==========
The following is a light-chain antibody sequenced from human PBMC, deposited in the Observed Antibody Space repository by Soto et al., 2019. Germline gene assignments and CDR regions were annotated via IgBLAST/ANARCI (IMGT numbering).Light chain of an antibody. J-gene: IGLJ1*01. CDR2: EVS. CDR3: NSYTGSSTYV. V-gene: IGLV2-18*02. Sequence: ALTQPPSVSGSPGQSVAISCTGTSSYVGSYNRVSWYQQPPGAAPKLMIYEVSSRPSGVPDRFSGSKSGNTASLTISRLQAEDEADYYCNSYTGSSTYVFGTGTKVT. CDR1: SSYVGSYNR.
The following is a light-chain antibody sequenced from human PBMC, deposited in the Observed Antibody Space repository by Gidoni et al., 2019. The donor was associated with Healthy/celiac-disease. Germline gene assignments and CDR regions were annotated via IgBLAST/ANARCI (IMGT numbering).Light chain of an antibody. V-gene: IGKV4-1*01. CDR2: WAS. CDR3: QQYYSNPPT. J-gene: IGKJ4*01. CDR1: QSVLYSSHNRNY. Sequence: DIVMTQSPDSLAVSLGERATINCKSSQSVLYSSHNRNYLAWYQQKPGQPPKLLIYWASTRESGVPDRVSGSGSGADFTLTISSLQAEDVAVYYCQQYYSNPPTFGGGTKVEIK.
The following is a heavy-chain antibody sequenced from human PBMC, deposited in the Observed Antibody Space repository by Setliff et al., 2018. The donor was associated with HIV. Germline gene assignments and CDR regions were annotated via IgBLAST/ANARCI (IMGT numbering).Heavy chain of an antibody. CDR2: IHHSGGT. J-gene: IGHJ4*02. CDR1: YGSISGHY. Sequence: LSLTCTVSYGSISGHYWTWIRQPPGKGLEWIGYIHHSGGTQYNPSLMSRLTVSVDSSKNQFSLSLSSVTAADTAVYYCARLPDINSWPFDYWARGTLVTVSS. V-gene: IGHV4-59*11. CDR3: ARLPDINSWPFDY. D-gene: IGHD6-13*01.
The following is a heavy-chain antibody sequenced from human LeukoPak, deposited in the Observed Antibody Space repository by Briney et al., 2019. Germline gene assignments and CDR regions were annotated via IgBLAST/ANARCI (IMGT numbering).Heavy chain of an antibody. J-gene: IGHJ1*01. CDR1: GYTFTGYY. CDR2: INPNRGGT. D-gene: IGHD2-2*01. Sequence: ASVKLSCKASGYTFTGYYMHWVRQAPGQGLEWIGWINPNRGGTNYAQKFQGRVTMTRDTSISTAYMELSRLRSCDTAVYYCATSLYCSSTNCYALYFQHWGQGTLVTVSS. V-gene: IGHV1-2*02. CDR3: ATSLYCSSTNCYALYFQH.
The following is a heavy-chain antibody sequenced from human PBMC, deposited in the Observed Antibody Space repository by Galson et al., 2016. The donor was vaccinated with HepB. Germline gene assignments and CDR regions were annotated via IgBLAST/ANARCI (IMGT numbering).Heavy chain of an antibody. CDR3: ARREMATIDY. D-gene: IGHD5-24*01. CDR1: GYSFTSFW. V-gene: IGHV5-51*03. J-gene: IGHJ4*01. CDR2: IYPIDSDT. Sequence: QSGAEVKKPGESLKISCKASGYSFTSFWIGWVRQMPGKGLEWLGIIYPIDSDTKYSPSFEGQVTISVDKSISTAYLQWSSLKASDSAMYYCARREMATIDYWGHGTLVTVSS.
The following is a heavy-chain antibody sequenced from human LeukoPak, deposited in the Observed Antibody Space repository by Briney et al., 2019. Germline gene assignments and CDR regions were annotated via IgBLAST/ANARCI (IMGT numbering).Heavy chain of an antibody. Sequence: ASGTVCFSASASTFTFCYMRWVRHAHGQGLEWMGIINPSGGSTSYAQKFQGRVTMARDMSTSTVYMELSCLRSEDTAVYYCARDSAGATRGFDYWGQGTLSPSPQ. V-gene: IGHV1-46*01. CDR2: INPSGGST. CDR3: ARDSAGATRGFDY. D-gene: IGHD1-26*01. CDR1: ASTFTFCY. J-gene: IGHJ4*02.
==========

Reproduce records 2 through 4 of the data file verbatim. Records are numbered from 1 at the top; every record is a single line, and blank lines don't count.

The following is a light-chain antibody sequenced from human PBMC, deposited in the Observed Antibody Space repository by Gidoni et al., 2019. The donor was associated with Healthy/celiac-disease. Germline gene assignments and CDR regions were annotated via IgBLAST/ANARCI (IMGT numbering).Light chain of an antibody. V-gene: IGKV4-1*01. CDR2: WAS. CDR3: QQYYSNPPT. J-gene: IGKJ4*01. CDR1: QSVLYSSHNRNY. Sequence: DIVMTQSPDSLAVSLGERATINCKSSQSVLYSSHNRNYLAWYQQKPGQPPKLLIYWASTRESGVPDRVSGSGSGADFTLTISSLQAEDVAVYYCQQYYSNPPTFGGGTKVEIK.
The following is a heavy-chain antibody sequenced from human PBMC, deposited in the Observed Antibody Space repository by Setliff et al., 2018. The donor was associated with HIV. Germline gene assignments and CDR regions were annotated via IgBLAST/ANARCI (IMGT numbering).Heavy chain of an antibody. CDR2: IHHSGGT. J-gene: IGHJ4*02. CDR1: YGSISGHY. Sequence: LSLTCTVSYGSISGHYWTWIRQPPGKGLEWIGYIHHSGGTQYNPSLMSRLTVSVDSSKNQFSLSLSSVTAADTAVYYCARLPDINSWPFDYWARGTLVTVSS. V-gene: IGHV4-59*11. CDR3: ARLPDINSWPFDY. D-gene: IGHD6-13*01.
The following is a heavy-chain antibody sequenced from human LeukoPak, deposited in the Observed Antibody Space repository by Briney et al., 2019. Germline gene assignments and CDR regions were annotated via IgBLAST/ANARCI (IMGT numbering).Heavy chain of an antibody. J-gene: IGHJ1*01. CDR1: GYTFTGYY. CDR2: INPNRGGT. D-gene: IGHD2-2*01. Sequence: ASVKLSCKASGYTFTGYYMHWVRQAPGQGLEWIGWINPNRGGTNYAQKFQGRVTMTRDTSISTAYMELSRLRSCDTAVYYCATSLYCSSTNCYALYFQHWGQGTLVTVSS. V-gene: IGHV1-2*02. CDR3: ATSLYCSSTNCYALYFQH.